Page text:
Walls of house and items like storage chest, quilt-stand and grain-box are embellished with this art. Elephant, camel, peacock, parrot, scorpion, woman with water pots on her head, women churning butter milk, trees, flowering vines, hills, and temples are common motifs to be used with lots of mirrors in round, square, triangle shapes.

 

The Rabaris believe that mirrors repel the negative effects of the evil eye and so they use them in mud relief work and embroidery.

 

Harijan Mud Relief Work

Marvada Harijan of Banni area in the Great Rann of Kutch had played a vital role to popularize this art and had made efforts to establish this art in metro cities, as part of interior decoration on walls of drawing rooms and five stars Hotels. This art has been used to decorate stages for musical programmes and also to garnish song-settings in Hindi films.

 

Hamlets of Banni area are full of this art, in every house one can see walls that are embellished with mud-relief work.

Most of the designs and motifs are derived from their own embroidery and stitching designs, geometrical forms, pheasants; a woman with water pots is most auspicious sign for this community.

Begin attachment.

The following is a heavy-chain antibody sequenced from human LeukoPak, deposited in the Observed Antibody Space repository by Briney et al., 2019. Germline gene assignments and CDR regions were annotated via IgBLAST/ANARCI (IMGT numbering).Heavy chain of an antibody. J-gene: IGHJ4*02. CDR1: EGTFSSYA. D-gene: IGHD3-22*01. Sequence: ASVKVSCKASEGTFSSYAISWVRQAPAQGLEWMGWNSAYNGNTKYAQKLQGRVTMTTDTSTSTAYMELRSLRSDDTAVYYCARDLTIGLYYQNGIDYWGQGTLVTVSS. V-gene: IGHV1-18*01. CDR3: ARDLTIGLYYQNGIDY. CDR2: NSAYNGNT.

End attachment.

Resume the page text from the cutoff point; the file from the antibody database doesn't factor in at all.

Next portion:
Mutwa Mud-Relief-Work 

Being Islamic by religion Mutwa community’s mud-work has the essence of their recurring motifs. Women of this community are well known for their tiny embroidery stitches. But mud-relief-work is done by men only. 

 

Mutwa mud-relief-work is done with thin lines and geometrical Islamic forms, replica of their own ornaments and non-living forms. The motifs are carefully chosen in their work as Islam does not permit them drawing of living beings as motifs.

Painting Muslim home, although construction is modern.

 

Going places with Lipan Kaam

The craftsmen are now teaching students to adapt the design on a piece of plywood.

 

The earlier dried camel/donkey dung base is pungent-smelling. The introduction of a new base material is helping lipan kaam spread across geographies. In fact, the art now finds a pride of place in modern homes/workspaces in the form of wall decor.

 

Author is a Mumbai based artist.  All pictures by Sanjeev Nayyar. 

 

Also see albums

1. Mud homes Kutch

2. Salt Desert Kutch

3. Craft Villages of Kutch

4. Pictures and write up very good